Saturday, 24th July 2021
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LoRaWAN smart device networks susceptible to hacking

Millions of connected devices used in smart cities, industrial IoT and smart homes could be hijacked to disrupt services, damage equipment and even cover up attacks against infrastructure.

IOActive, Inc has released a new research paper, ‘LoRaWAN networks susceptible to hacking: common cyber security problems, how to detect and prevent them’. The researchers found that the LoRaWAN protocol – which is used across the globe to transmit data to and from IoT devices in smart cities, Industrial IoT, smart homes, smart utilities, vehicle tracking and healthcare – has a host of cyber security issues that could put network users at risk of attack. Such attacks could cause widespread disruption or in extreme cases even put lives at risk.

The researchers found the root keys used for encrypting communications between smart devices, gateways and network servers are often poorly protected and easily obtainable through several methods. This could leave the network vulnerable to malicious hackers who could be able to compromise the confidentiality and integrity of the data flowing to and from connected devices, in order to:

  • Conduct Denial of Service attacks: Once hackers have the encryption keys, they can gain access to the network and cause DoS (Denial of Service) attacks, disrupting communications between connected devices and the network server, so companies can’t receive any data.
  • Send false data: Alternatively, attackers could intercept communications and replace these with false data, such as fake sensor and meter readings. This could create several issues by allowing hackers to hide malicious activity or cause industrial equipment to damage itself, potentially halting operations and putting company infrastructure at risk.

“Organisations are blindly trusting LoRaWAN because it’s encrypted, but that encryption can be easily bypassed if hackers can get their hands on the keys – which our research shows they can do in several ways, with relative ease, ” explains Cesar Cerrudo, CTO at IOActive. “Once hackers have access, there are many things they could potentially do – they could prevent utilities firms from taking smart meter readings, stop logistics companies from tracking vehicles, or prohibit hospitals from receiving readings from smart equipment. In extreme cases, a compromised network could be fed false device readings to cover up physical attacks against infrastructure, like a gas pipeline. Or to prompt industrial equipment containing volatile substances to overcorrect; causing it to break, combust or even explode.”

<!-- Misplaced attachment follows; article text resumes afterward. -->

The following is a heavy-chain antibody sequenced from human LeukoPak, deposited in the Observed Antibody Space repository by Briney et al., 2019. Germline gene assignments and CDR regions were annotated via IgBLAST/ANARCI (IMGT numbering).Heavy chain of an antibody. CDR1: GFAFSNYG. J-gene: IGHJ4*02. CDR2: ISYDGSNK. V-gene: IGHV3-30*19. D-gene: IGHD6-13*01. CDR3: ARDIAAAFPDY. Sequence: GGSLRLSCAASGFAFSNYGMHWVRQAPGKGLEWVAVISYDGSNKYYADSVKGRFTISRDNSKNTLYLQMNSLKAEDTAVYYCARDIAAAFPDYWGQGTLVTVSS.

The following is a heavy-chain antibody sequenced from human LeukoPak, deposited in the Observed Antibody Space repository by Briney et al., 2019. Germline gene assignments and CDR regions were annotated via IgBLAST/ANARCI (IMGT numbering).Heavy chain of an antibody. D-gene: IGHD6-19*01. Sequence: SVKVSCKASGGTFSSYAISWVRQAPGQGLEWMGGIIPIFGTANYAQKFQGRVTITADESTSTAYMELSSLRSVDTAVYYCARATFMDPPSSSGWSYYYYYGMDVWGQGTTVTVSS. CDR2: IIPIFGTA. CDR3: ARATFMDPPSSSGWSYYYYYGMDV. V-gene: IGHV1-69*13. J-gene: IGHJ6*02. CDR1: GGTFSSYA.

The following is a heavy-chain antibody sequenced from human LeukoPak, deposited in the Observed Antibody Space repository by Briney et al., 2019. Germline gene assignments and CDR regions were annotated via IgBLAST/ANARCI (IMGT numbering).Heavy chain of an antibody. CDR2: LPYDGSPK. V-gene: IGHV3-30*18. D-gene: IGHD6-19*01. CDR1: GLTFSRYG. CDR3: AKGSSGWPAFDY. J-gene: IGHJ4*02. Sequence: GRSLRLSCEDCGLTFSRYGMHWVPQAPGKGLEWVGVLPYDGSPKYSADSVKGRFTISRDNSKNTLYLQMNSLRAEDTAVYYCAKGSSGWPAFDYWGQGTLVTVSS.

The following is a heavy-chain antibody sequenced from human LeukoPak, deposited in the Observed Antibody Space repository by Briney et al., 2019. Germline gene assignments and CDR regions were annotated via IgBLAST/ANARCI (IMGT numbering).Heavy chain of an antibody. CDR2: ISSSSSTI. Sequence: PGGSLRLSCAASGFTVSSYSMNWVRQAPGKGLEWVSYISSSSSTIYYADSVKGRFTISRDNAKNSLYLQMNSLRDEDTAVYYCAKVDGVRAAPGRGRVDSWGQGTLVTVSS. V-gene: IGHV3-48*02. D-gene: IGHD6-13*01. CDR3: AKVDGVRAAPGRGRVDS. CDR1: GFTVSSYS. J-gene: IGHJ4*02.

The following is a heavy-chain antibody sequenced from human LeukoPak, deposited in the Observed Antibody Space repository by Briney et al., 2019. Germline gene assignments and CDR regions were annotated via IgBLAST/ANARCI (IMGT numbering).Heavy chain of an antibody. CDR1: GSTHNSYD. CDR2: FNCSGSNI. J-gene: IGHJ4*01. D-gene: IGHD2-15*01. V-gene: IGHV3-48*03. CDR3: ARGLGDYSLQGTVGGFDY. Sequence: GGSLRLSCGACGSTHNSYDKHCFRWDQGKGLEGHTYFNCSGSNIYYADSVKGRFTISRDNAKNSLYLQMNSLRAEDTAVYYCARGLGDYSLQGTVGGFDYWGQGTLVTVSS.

Worryingly, IOActive researchers found that there is currently no way for an organisation to know if a LoRaWAN network is being or has been attacked, or if a encryption key has been compromised. In response, IOActive has released a LoRaWAN Auditing Framework, which will allow users to audit and pentest the security of their infrastructure and reduce the impact of an attack and ensure LoRaWAN networks are deployed securely.

“Most enterprises are used to having multiple tools monitoring every inch of their IT infrastructure – but LoRaWAN is a real blind spot,” concludes Cerrudo. “There really isn’t any way at present to be alerted if a network has been compromised, so awareness and monitoring are vital. Organisations need to make life more difficult for an attacker by making sure their keys are as secure as possible, by checking all devices’ encrypted keys are unique and putting measures in place to identify any suspicious activity. IOActive’s LoRaWAN Auditing Framework is a good starting point for companies looking to build network security in from the ground up and reduce the impact of potential attacks on their networks.”

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